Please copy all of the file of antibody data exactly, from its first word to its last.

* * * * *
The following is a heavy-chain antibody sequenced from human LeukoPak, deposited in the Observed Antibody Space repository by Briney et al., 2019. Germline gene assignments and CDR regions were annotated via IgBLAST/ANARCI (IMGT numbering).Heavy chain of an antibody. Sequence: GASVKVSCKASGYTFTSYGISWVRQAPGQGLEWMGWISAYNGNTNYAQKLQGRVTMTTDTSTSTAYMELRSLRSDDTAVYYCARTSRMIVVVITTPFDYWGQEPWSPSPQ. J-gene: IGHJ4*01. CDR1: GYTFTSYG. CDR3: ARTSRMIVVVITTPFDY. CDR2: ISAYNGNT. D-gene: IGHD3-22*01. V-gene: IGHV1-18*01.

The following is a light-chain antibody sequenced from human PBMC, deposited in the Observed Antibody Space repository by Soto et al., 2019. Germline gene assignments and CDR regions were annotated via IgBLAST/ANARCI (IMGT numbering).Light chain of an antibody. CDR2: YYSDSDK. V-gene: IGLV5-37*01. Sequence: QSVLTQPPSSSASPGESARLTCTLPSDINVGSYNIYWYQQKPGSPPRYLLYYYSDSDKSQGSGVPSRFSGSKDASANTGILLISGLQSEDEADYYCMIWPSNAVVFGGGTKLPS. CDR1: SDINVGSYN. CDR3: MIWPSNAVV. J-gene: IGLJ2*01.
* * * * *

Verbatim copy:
The following is a heavy-chain antibody sequenced from human LeukoPak, deposited in the Observed Antibody Space repository by Briney et al., 2019. Germline gene assignments and CDR regions were annotated via IgBLAST/ANARCI (IMGT numbering).Heavy chain of an antibody. Sequence: GASVKVSCKASGYTFTSYGISWVRQAPGQGLEWMGWISAYNGNTNYAQKLQGRVTMTTDTSTSTAYMELRSLRSDDTAVYYCARTSRMIVVVITTPFDYWGQEPWSPSPQ. J-gene: IGHJ4*01. CDR1: GYTFTSYG. CDR3: ARTSRMIVVVITTPFDY. CDR2: ISAYNGNT. D-gene: IGHD3-22*01. V-gene: IGHV1-18*01.

The following is a light-chain antibody sequenced from human PBMC, deposited in the Observed Antibody Space repository by Soto et al., 2019. Germline gene assignments and CDR regions were annotated via IgBLAST/ANARCI (IMGT numbering).Light chain of an antibody. CDR2: YYSDSDK. V-gene: IGLV5-37*01. Sequence: QSVLTQPPSSSASPGESARLTCTLPSDINVGSYNIYWYQQKPGSPPRYLLYYYSDSDKSQGSGVPSRFSGSKDASANTGILLISGLQSEDEADYYCMIWPSNAVVFGGGTKLPS. CDR1: SDINVGSYN. CDR3: MIWPSNAVV. J-gene: IGLJ2*01.